Are you kidding me? I'll take the Bloomingdale's and the Nordstrom, please.
I'd do anything for a dept. store CC approval.
Haha, I plan on keeping the Nordstrom, I love the lines they carry. But not so much of Bloomingdales, I would prefer to keep Nordstrom with either Neiman Marcus and/or Saks.
Thank you for visiting! Here is a quick run through of my credit history.
I have 11 cards (HORRIBLE, I know).
My question is, does it fear lenders that I have that many open accounts? Do they really care?
If so, should I consider closing some?
I applied for Discover and the gentlemen at recon. department told me to call back once my credit report shows my balances paid off (which they are now) so they can open an account with me.
I would just like my foot in the door with some prime cards so I don't bother with stupid First Premiere, Orchard, and all those loser ones, am I making the right choice of considering closing them?
Some insight would be great!
American Express Zync - No Preset - 4 months.
Bank of America - Secured $300 - 4 months
Bloomingales - $300 - 1 year (Considering Closing?)
Capital One - $750 1 Year
Capital One - $500 4 months (Closing?)
Citi - $1,300 2 years
First Premier Bank - $350 1.5 years (Closing?)
Hooters - $500 6 months
Nordstrom - $2,500 1.5 years
Orchard Bank - $420 1.5 years (Closing?)
Wal*Mart - $500 4 Months (Closing?)
Wells Fargo - $700 4 Months
Thank you again!
For some folks, 11 cards is like a starting level, while for others, it's a nightmare.
As long as you keep aware of the long-term implications of closing cards, it's completely up to your own comfort level.
I'd definitely close any fee cards that aren't giving awesome rewards.
I can see closing the Bloomie's with the training-pants $300 CL, or especially if they're doing the same as Macy's and not even assigning a CL any more. Otherwise, I think we've figured out that having a store card doesn't do anything special for your credit (although if all you have is store cards, having a bank card definitely would help.)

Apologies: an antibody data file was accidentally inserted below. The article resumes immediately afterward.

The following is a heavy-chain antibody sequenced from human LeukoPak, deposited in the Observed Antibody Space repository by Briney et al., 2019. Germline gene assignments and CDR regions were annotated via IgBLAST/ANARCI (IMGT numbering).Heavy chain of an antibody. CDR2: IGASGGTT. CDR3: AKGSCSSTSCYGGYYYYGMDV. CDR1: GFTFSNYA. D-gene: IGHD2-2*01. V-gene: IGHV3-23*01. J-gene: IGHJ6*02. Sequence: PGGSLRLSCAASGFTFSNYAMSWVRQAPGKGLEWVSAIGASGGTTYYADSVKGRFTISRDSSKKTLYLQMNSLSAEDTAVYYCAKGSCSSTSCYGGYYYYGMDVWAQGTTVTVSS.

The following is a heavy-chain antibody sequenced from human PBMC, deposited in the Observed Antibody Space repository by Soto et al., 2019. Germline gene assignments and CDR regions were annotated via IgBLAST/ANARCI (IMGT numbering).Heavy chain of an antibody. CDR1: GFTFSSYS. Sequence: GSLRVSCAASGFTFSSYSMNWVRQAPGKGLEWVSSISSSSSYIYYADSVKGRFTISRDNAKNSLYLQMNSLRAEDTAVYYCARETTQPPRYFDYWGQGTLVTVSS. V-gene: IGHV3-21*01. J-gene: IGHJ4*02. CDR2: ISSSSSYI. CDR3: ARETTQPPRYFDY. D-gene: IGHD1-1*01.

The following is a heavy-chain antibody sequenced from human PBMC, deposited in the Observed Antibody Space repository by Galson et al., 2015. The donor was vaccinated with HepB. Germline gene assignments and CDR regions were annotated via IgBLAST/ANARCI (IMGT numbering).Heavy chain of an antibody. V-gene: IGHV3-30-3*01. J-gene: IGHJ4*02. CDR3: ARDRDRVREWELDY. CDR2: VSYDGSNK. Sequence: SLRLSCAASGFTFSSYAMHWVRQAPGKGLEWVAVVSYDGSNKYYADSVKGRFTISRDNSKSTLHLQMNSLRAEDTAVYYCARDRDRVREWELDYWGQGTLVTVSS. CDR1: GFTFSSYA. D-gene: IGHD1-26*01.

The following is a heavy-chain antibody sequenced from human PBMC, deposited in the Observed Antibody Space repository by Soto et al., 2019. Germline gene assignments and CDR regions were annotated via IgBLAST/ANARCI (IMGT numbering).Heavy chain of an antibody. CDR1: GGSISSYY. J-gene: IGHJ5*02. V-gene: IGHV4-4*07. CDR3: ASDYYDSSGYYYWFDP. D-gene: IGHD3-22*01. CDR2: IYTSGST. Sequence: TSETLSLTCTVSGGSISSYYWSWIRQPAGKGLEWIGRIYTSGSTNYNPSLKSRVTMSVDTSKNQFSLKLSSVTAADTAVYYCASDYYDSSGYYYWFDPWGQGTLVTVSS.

The younger the card, the more sense it might make to close it. It's going to affect your AAoA as long as it's on your reports (generally 10 years after closing), but once it falls off, your AAoA might actually increase, depending on what had happened in the meantime.
In the end, I'd say get to where your cards don't make you crazy. They're just tools, so you should be able to regard them as there for your convenience, rather than as a slavering pack of wild animals needing constant attention.
If you haven't already, read fused's "Closing Credit Cards" linked below in my siggy.
edit: cna't splel
We put too much emphasis on whether or not we should close an account. If someone currently have an account that is 10 years old(given the fact that a closed account reports 10 additional years), and they open an account today that account will be 10 years old by the time the old account is deleted.
I don't understand what's the big deal. The only reason I see one may be cautious about closing accounts is because they may want to continue apping for new cards for the next 10 years. At some point, whether someone's AAoAs is 6 years or 15 years, I don't see any additional points being gained due to the age of accounts. There's a cut off point somewhere. I wish Mr. Barry can tell us. JMO
Pay Orchard off and call them right before the fee is due. Ask to waive the fee or you'll close it. They'll definitely waive it. I've had no issues with them doing that. The only reason I even still have that one open is because it's not hurting me really to keep it open. The low CLI just blows.